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Can an air-to-water heat pump replace a gas boiler to supply hydronic baseboard heaters?

nick_vk | Posted in General Questions on

Because of my GBA subscription (and I guess my enthusiasm for the topic) people sometimes ask me green building technology questions that are well beyond my limited knowledge.  Recently a friend referred a family member to me with the question below. Hoping folks here might have answers.  The family is in Climate Zone 4C.

Right now we are using a Burnham Series 2PV gas boiler to heat hot water that we push through hydronic baseboard heaters, which are divided into three zones (one for each floor of the house). According to the labels (attached photos) the burner has an efficiency of 81.8%, an input of 130,000 BTU/hr, a max heat of 250F, and max pressure of 50 PSI. Based on our gas bill, we use about 130 CCF of natural gas/month to heat our house in the coldest months (December – March). 

For what it’s worth, the gas boiler also runs a coil through an adjacent water tank to heat our domestic water, but we’ll probably replace that setup with a standard heat pump hot water heater. 

The questions we have:
1. Can we replace the gas boiler with an air-to-water heat pump to service our radiant heaters? 
2. If yes, what kind of ratings do we need on the heat pump? Any recommendations for manufacturers? 
3. What would the operating costs be? We’re willing to put upfront money into this to eliminate gas use, but we don’t want to end up in a situation where we pay MORE for monthly energy costs to heat the home. How can we be confident about this before we spend tens of thousands of dollars to install the heat pump? 
Thanks again!

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  1. LLOYD ALTER | | #1

    I am not an expert on these things, but I am in the same situation: gas boiler doing rads and domestic hot water. I am looking at a Sanden CO2 heat pump because of high water temperature output and very green refrigerant with a GWP of 1, since it is CO2

  2. Expert Member
    DCcontrarian | | #2

    To the direct question, maybe. AWHP's generally produce lower temperature water, maybe 130F tops compared to the 170F or so that boilers typically produce. The output of a radiator is directly proportional to the temperature difference between the radiator and the air in the room it's in. If the room is at 70F, a radiator at 170F has a difference of 100F and a radiator at 130F has a difference of 60F, so it will produce 60% as much heat. However, radiators were very often oversized, so it may turn out that the radiators are in fact big enough even with reduced output.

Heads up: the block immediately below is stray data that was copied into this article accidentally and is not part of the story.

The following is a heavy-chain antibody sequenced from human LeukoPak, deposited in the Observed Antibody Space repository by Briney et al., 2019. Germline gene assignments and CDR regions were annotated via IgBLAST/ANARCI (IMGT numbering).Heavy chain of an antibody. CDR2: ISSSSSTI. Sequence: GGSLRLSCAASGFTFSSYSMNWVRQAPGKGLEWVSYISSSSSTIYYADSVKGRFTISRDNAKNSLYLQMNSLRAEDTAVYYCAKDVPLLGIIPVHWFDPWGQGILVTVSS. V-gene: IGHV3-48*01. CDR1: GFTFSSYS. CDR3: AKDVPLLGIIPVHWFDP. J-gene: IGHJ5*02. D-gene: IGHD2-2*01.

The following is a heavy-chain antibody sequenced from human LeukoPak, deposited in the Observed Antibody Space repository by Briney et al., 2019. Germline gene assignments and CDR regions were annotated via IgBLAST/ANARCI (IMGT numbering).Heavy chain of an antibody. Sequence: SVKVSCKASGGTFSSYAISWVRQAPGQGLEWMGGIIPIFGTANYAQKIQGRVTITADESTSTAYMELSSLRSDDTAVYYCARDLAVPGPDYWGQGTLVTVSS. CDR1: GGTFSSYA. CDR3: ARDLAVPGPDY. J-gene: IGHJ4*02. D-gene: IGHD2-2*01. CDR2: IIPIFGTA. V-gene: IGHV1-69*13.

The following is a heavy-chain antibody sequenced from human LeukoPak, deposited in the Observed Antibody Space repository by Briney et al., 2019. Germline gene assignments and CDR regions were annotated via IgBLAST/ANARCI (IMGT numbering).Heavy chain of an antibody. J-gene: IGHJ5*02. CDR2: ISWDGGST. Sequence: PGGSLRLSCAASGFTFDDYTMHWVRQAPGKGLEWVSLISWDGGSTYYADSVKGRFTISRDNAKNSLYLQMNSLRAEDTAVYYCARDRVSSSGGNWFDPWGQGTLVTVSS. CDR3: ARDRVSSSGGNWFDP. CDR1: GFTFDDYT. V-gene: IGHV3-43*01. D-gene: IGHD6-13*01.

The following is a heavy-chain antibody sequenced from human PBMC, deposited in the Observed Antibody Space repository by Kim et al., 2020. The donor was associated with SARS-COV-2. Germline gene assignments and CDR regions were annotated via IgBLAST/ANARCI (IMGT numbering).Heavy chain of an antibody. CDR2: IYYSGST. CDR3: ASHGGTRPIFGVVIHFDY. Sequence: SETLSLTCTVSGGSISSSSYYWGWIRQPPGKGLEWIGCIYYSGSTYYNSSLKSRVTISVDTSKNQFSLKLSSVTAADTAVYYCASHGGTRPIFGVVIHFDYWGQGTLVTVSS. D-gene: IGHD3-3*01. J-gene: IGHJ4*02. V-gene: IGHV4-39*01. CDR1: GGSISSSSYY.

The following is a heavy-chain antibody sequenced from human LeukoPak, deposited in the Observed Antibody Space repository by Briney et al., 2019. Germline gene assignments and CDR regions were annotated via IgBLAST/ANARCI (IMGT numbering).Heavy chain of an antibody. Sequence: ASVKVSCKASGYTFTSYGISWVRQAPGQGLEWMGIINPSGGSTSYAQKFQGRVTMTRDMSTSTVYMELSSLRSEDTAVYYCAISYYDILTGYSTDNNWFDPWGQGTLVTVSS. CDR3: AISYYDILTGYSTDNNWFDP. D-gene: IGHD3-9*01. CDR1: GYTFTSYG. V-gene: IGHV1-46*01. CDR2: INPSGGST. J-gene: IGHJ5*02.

But AWHP's are still kind of a fringe technology, I wouldn't recommend them if you're not a tinkerer. Does this climate require air conditioning? What I would recommend is instead installing an air-to-air heat pump sized to meet the cooling need. In climate zone 4 your heating load is probably higher than your cooling load -- although it may be close -- so a heat pump sized for cooling will probably be somewhat undersized. So if you size for cooling you have to figure out how to make up the difference in heating. Some options:
    * Install a bigger air-to-air heat pump
    * Use electric backup heat
    * Keep the existing gas boiler
    * Use an AWHP with the existing radiators

    If you prefer the feel of the radiators you could make the AWHP the primary and the AAHP the backup for heating.

  3. paul_wiedefeld | | #3

    The short answer is yes but you’ll need someone skilled. Operating costs will change month to month and hour to hour so that’s a moving target.
    For gas: 10 x $/therm / efficiency.
    For heat pump: 293 x $/kwh / efficiency.
    It’s extremely easy to just keep both and use the heat pump for the vast majority of the winter.

  4. BirchwoodBill | | #4

    The first step is to a heat loss calculation for the building. Then do an economic balance graph comparing the cost to heat using gas, and cost for a heat pump. You then look at the number of days at a temperature. The controls to switch between gas and a heat pump are not that expensive, so you can keep the gas for when it is below 8F.

    The good news is that the utilities are looking a mixing hydrogen with the natural gas. Nothing wrong with NG providing it is plumbed and vented correctly.

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